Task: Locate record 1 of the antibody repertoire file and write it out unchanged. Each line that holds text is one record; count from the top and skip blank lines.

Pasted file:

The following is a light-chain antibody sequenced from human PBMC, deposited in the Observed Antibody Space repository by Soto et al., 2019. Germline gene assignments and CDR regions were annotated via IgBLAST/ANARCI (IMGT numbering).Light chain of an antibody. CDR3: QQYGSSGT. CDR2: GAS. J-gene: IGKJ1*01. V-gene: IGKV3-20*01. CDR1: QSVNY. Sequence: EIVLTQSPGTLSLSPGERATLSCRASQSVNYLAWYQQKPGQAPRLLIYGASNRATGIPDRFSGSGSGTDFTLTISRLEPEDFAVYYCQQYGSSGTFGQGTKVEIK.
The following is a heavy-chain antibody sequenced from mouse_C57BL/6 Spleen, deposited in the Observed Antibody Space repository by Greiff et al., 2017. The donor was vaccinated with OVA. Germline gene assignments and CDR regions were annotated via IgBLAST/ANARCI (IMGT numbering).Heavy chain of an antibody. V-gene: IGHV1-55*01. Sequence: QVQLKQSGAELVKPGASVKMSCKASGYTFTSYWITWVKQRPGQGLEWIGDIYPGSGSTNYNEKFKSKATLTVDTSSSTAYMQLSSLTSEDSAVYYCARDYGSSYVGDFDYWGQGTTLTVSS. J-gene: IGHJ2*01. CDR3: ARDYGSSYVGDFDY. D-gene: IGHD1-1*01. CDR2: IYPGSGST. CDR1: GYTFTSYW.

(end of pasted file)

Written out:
The following is a light-chain antibody sequenced from human PBMC, deposited in the Observed Antibody Space repository by Soto et al., 2019. Germline gene assignments and CDR regions were annotated via IgBLAST/ANARCI (IMGT numbering).Light chain of an antibody. CDR3: QQYGSSGT. CDR2: GAS. J-gene: IGKJ1*01. V-gene: IGKV3-20*01. CDR1: QSVNY. Sequence: EIVLTQSPGTLSLSPGERATLSCRASQSVNYLAWYQQKPGQAPRLLIYGASNRATGIPDRFSGSGSGTDFTLTISRLEPEDFAVYYCQQYGSSGTFGQGTKVEIK.